Georgia can ask for immigration documents
As per the ruling, suspects not able to provide identification can be asked by Georgia police officials to verify their US citizenship.
Georgia cops may say—“Show us your papers”--The decision by the 11th US Circuit Court of Appeals has called for lifting of a hold on Georgia immigration law’s provision by authorizing Georgia cops to question suspects and ask for immigration papers.
Although, the exact date when such a decision will come into effect is not known yet but the decision has cleared the hurdle by a lower court that restricted cops from querying people regarding immigration documents in Georgia.
The decision comes closely on the heels of the ruling by the US Supreme Court approving a similar provision of Arizona immigration law.
Some relief for Georgia immigrants-- A sigh of relief for undocumented immigrants in Georgia is that the three-judge panel behind the decision did not interfere with a part of Georgia immigration law’s provision that bars prosecution of people knowingly transporting or harboring an undocumented immigrant.
According to a senior staff attorney with ACLU Immigrants’ Rights Project, Omar Jadwat, many parts of Georgia and Alabama’s anti-immigration laws were rejected by the court. These include any attempt to criminalize day-to-day interactions with undocumented aliens along with attempts by Alabama to rob children of right to education, he added.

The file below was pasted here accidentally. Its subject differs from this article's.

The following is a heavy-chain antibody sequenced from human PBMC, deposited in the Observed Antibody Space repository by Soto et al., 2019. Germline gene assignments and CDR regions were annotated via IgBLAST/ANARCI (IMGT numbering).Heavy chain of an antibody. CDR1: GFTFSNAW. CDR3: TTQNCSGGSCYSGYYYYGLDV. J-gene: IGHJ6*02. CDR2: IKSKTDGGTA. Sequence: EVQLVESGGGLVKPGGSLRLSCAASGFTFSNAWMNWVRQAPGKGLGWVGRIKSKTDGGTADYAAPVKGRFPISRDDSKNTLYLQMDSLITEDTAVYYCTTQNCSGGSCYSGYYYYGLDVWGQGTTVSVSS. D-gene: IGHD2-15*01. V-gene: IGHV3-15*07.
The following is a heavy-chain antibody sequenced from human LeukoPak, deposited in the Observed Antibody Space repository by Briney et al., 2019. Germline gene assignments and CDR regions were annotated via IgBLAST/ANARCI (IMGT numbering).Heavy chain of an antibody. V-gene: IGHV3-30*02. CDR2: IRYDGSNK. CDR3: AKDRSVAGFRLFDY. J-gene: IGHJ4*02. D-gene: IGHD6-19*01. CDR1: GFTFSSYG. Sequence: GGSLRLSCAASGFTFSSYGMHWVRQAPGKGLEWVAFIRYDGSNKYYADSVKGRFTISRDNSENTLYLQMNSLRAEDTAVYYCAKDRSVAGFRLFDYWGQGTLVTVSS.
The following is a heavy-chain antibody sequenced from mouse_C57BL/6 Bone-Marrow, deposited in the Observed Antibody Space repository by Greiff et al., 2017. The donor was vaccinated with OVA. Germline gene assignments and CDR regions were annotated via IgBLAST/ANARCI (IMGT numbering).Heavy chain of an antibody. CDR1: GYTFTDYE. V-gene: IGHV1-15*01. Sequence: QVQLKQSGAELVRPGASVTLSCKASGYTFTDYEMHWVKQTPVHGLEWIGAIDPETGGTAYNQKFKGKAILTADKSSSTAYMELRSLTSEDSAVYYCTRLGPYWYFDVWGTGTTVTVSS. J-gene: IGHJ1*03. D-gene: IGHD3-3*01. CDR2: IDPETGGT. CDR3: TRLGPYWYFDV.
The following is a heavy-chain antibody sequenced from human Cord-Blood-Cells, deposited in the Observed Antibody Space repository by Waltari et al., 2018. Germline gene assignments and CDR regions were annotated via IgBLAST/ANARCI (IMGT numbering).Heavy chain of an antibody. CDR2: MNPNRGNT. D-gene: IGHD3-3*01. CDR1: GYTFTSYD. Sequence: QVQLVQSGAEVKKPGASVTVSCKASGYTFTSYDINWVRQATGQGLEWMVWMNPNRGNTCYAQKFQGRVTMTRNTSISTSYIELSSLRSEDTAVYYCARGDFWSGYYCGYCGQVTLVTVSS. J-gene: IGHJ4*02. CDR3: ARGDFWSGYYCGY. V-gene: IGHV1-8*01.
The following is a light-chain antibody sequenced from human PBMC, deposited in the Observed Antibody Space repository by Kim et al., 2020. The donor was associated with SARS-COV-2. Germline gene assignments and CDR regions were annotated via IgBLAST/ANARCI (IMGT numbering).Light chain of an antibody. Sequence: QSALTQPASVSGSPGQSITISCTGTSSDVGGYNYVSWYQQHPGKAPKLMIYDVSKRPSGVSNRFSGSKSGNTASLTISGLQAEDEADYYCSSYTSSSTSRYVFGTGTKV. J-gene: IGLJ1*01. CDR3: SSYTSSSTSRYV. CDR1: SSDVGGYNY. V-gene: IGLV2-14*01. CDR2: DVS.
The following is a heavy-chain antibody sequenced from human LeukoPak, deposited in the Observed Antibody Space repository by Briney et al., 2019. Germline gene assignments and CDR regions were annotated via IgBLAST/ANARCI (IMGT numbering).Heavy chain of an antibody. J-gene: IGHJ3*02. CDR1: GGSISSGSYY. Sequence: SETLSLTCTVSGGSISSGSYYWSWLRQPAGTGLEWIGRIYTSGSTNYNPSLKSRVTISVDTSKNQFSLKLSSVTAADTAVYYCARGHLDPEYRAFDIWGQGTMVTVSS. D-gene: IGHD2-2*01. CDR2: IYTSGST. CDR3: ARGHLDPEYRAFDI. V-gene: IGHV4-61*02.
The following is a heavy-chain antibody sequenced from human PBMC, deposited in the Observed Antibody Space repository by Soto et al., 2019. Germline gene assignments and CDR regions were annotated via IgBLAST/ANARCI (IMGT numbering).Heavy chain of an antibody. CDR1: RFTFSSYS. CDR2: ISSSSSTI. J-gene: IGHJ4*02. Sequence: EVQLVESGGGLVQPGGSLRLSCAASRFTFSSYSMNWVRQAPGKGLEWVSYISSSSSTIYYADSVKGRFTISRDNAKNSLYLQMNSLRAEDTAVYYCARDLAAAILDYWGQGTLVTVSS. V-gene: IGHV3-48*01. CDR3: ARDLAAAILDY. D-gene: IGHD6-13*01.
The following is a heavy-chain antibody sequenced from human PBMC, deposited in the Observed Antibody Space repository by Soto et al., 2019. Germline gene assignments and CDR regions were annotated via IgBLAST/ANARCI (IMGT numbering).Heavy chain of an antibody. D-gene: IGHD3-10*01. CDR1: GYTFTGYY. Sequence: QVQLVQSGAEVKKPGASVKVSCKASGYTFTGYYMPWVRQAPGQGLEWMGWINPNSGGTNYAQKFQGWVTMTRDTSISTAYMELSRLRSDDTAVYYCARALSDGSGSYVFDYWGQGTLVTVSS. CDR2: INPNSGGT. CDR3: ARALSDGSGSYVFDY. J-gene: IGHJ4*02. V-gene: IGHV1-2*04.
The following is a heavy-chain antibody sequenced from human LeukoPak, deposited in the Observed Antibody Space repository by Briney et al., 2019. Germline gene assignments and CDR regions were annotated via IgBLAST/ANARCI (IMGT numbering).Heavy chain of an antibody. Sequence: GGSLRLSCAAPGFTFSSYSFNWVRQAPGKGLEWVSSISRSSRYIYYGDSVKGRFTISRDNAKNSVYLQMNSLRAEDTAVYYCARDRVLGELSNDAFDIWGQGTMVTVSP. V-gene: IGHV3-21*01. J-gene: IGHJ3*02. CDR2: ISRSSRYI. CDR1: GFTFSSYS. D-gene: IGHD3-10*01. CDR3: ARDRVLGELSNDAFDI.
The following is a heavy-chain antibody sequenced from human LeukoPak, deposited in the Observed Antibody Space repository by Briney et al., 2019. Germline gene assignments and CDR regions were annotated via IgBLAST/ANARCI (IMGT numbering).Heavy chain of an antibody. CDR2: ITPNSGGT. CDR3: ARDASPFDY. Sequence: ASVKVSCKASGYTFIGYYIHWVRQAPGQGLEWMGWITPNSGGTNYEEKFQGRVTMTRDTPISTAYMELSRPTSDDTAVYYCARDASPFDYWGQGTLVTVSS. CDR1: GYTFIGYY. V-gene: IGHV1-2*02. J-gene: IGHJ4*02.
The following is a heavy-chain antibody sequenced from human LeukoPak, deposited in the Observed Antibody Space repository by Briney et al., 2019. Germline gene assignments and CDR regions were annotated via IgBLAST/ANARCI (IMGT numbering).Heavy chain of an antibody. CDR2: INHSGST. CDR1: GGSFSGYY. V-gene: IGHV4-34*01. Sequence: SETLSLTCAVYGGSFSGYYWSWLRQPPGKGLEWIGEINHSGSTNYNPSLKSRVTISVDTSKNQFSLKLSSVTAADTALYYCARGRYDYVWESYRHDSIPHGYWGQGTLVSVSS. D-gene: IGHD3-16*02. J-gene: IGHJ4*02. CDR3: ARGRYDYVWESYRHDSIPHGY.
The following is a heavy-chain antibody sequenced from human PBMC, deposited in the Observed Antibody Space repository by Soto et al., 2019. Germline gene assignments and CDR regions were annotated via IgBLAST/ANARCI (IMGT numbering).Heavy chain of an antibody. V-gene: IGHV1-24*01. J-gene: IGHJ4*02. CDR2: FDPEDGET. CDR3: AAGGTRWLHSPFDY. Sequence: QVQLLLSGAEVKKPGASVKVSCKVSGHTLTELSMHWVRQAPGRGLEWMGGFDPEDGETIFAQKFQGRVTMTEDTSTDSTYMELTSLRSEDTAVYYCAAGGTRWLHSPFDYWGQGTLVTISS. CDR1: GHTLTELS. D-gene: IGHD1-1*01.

And the fact is the door is still open for challenging the provision of “show me your papers “which will be fought for protecting constitutional rights of people, he affirmed.
Besides Arizona and many other US states, Georgia has formulated immigration laws meant to make life a hell for undocumented immigrants in the last couple of years.
Such anti-immigrant laws have invited wrath and criticism of opponents who allege only the federal government should have rights to formulate immigration laws.
Proponents of such immigration laws, on the other hand, justify introduction of such legislations saying they are integral due to lack of action on the part of th e federal government.